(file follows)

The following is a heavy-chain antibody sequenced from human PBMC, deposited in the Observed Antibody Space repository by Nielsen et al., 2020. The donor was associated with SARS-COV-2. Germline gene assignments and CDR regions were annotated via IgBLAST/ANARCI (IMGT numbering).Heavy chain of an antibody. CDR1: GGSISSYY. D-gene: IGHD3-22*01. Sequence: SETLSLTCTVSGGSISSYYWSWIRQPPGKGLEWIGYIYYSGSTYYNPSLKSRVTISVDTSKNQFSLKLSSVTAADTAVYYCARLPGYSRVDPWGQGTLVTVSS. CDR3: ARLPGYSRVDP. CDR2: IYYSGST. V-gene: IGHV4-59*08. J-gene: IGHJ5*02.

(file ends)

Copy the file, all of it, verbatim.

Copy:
The following is a heavy-chain antibody sequenced from human PBMC, deposited in the Observed Antibody Space repository by Nielsen et al., 2020. The donor was associated with SARS-COV-2. Germline gene assignments and CDR regions were annotated via IgBLAST/ANARCI (IMGT numbering).Heavy chain of an antibody. CDR1: GGSISSYY. D-gene: IGHD3-22*01. Sequence: SETLSLTCTVSGGSISSYYWSWIRQPPGKGLEWIGYIYYSGSTYYNPSLKSRVTISVDTSKNQFSLKLSSVTAADTAVYYCARLPGYSRVDPWGQGTLVTVSS. CDR3: ARLPGYSRVDP. CDR2: IYYSGST. V-gene: IGHV4-59*08. J-gene: IGHJ5*02.